Though Sherlock and Moriarty are definitely the focal point, Elementary doesn’t steer away from showing the ways in which Joan is also very much involved in the Moriarty mythology as well. Where Sherlock and Moriarty originally existed only to one another, with everyone else operating as intellectually inferior white noise, their connection has widened to include Joan who now has her own relationship with Moriarty to refer to. And both have a relationship with Joan and are interested in her intelligence, that doesn’t come at the expense of emotional attachment and feelings.
Against Moriarty’s better judgment, she’s being influenced by Sherlock’s letters, and Sherlock’s said more than once that he credits a lot of his progress with Joan’s arrival in his life. Elementary has demonstrated the ways in which she’s provided an honest response to Sherlock’s less stellar qualities and encouraged him to change. Now Sherlock’s progress is rubbing off on Moriarty. In an indirect way, Joan is shaping Moriarty as she has Sherlock which was perhaps most apparent in Moriarty’s scene with Matou (in which Joan’s portrait dominated the background) before she incapacitated him but kept him alive, a move very uncharacteristic for her.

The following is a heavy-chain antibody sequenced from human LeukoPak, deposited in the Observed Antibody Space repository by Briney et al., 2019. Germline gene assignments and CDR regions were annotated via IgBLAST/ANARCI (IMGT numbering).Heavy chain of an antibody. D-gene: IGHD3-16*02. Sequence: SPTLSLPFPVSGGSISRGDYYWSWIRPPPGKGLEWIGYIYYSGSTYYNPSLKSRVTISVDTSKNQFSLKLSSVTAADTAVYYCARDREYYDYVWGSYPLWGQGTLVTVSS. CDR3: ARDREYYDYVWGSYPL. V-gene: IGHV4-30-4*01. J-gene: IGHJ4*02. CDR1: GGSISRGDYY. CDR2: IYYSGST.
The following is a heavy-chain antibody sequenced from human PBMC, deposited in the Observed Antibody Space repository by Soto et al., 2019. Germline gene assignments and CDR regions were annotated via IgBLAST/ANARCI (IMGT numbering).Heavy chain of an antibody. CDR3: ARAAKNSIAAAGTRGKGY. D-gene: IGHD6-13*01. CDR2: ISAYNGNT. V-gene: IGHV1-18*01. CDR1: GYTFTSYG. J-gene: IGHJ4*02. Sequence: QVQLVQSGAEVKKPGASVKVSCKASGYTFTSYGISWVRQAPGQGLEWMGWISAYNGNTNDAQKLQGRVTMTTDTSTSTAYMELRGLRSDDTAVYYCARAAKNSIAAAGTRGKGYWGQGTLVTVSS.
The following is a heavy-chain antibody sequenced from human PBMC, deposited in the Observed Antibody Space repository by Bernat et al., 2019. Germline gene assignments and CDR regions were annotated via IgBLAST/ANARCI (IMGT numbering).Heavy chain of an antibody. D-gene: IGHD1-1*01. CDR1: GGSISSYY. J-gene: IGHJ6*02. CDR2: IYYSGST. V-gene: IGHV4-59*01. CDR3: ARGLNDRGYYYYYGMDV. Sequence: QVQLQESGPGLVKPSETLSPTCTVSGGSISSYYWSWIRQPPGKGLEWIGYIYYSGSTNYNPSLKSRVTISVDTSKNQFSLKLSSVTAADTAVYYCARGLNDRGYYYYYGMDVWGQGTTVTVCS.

Or perhaps I’m just very good at making everything about Joan Watson.
This episode could have ended with Sherlock burning Moriarty’s letters, but instead saw him returning the letters to their hiding place in the beehive. If “The Diabolical Kind” had gone the route of emphasizing Moriarty’s evil, it would have made it easier for Sherlock to let go of her. Instead, it reiterated their connection to one another though this time not based only on their shared intellect but on their growing recognition of other people in their world such as Moriarty sparing all the good guys and focusing her wrath on the bad ones and not fleeing custody after rescuing Kayden. This small shift in their relationship keeps it alive by altering it just a bit and not deviating too much.
“The Diabolical Kind” dipped its toes in Moriarty’s potential as an ally for Sherlock. Though she’ll never be an ally in the way that Joan, Gregson and Bell are, Moriarty does have the ability to be a help to them. With the past hint of a different Big Bad on the horizon who’s working with Mycroft, Moriarty has potential for playing a more helpful role and with her certainty of her eventual freedom, it’s unlikely this will be the last time we see her.
Despite Moriarty’s potential as an ally, she’s also always fighting her own battles. The entire episode saw her not helping the NYPD, but pursuing her own routes of saving Kayden which happened to involve the NYPD. It’s more likely than not that the next time we see Moriarty she’ll be pursuing more nefarious means. She’s a villain after all, and Sherlock has never been more off his game than when he’s faced with Moriarty so there’s a question of what his response will be to a more threatening Moriarty after seeing a Moriarty who was capable of, and willing to kill for, love. Joan had to step up and stop Moriarty once before, and if Sherlock remains hindered by his feelings for his nemesis, she might have to do it again.